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Joshua Tree Paper Milling in the Antelope Valley

When settlers first arrived in the Mojave Desert, they were met with the sight of the Joshua tree. Despite the endearment many desert dwellers have for them today, initially these monocots were viewed as useless eyesores. Joseph Smeaton Chase, an English-born American author and traveler who is known for his writings on California landscapes, wrote in his 1919 book “California Desert Trails” that:


“One can scarcely find a term of ugliness that is not apt for this plant. A misshapen pirate with belt boots hands and teeth stuck full of daggers is as near as I can come to a human analogy. The wood is a harsh, rasping fibre; knife blades long hard and keen fill the place of leaves; the flower is greenish white and ill smelling; and the fruit a cluster of nubbly pods, bitter and useless. A landscape filled with Joshua trees has a nightmare effect even in broad daylight: at the witching hour it can be almost infernal.”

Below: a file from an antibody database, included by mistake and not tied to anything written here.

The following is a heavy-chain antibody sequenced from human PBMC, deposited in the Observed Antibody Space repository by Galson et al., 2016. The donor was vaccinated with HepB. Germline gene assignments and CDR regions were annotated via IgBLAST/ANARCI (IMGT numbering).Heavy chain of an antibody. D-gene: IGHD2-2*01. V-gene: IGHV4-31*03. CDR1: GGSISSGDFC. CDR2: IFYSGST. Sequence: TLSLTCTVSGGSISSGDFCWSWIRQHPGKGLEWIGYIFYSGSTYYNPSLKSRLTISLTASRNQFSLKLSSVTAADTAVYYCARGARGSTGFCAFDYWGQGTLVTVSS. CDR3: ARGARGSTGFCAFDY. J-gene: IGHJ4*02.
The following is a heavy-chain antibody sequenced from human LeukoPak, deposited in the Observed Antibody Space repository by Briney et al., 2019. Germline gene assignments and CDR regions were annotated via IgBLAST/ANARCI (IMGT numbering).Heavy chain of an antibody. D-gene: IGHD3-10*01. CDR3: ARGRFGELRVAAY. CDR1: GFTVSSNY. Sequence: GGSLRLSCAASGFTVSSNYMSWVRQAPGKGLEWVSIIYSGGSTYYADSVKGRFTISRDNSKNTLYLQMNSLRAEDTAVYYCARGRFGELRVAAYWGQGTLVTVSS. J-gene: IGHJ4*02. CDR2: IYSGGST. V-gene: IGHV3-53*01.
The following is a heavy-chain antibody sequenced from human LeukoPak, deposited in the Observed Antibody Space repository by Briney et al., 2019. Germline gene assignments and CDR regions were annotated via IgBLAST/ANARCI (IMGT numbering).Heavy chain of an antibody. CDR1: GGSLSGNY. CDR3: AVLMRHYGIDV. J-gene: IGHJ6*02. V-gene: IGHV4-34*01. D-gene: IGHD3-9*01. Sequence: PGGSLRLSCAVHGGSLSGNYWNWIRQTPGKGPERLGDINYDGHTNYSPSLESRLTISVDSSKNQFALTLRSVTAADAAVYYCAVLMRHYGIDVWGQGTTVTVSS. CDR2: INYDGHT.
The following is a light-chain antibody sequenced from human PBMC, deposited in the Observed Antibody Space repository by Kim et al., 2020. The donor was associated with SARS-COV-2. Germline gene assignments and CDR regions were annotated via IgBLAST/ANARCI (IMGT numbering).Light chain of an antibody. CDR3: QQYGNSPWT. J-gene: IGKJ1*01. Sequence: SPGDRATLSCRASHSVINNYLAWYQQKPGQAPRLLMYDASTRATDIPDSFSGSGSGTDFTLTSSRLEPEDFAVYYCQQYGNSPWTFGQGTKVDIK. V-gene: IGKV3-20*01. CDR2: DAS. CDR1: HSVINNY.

However, this attitude towards Joshua trees would briefly change beginning in the late 1870s. According to John Swisher, a historian from the Wrightwood Historical Society, an entrepreneur named Walker went to England to seek funds to establish a paper mill in the high desert. Walker claimed that he knew how to make a “wasteland” cactus into useful and beautiful paper. Suddenly the ugly and useless Joshua tree was a money-making prize, plentiful and untouched in the Mojave Desert.


School boys sitting in a Joshua tree in the rear schoolyard of the second Lancaster Grammar School which was built in 1890. The school was located in the vicinity of the present-day Lancaster Chamber of Commerce office, across the street from the Western Hotel (Gurba). Photo from MOAH Collections.